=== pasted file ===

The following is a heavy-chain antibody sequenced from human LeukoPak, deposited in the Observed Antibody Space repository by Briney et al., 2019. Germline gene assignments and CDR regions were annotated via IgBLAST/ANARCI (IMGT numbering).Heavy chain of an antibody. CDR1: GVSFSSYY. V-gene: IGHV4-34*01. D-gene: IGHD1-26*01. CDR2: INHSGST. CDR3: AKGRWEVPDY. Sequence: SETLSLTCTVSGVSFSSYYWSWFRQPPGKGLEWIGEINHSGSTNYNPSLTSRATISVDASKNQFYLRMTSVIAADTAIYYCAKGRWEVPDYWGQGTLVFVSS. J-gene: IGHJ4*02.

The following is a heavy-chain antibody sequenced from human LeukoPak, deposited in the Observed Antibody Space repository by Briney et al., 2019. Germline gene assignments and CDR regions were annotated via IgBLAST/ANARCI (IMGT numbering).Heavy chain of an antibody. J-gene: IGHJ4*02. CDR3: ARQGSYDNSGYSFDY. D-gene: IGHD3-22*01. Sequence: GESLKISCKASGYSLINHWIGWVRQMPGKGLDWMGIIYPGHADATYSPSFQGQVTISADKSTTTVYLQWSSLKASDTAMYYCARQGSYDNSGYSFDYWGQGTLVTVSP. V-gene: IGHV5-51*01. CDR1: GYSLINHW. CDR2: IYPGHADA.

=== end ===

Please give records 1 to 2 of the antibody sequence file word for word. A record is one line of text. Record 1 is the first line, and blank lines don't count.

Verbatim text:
The following is a heavy-chain antibody sequenced from human LeukoPak, deposited in the Observed Antibody Space repository by Briney et al., 2019. Germline gene assignments and CDR regions were annotated via IgBLAST/ANARCI (IMGT numbering).Heavy chain of an antibody. CDR1: GVSFSSYY. V-gene: IGHV4-34*01. D-gene: IGHD1-26*01. CDR2: INHSGST. CDR3: AKGRWEVPDY. Sequence: SETLSLTCTVSGVSFSSYYWSWFRQPPGKGLEWIGEINHSGSTNYNPSLTSRATISVDASKNQFYLRMTSVIAADTAIYYCAKGRWEVPDYWGQGTLVFVSS. J-gene: IGHJ4*02.

The following is a heavy-chain antibody sequenced from human LeukoPak, deposited in the Observed Antibody Space repository by Briney et al., 2019. Germline gene assignments and CDR regions were annotated via IgBLAST/ANARCI (IMGT numbering).Heavy chain of an antibody. J-gene: IGHJ4*02. CDR3: ARQGSYDNSGYSFDY. D-gene: IGHD3-22*01. Sequence: GESLKISCKASGYSLINHWIGWVRQMPGKGLDWMGIIYPGHADATYSPSFQGQVTISADKSTTTVYLQWSSLKASDTAMYYCARQGSYDNSGYSFDYWGQGTLVTVSP. V-gene: IGHV5-51*01. CDR1: GYSLINHW. CDR2: IYPGHADA.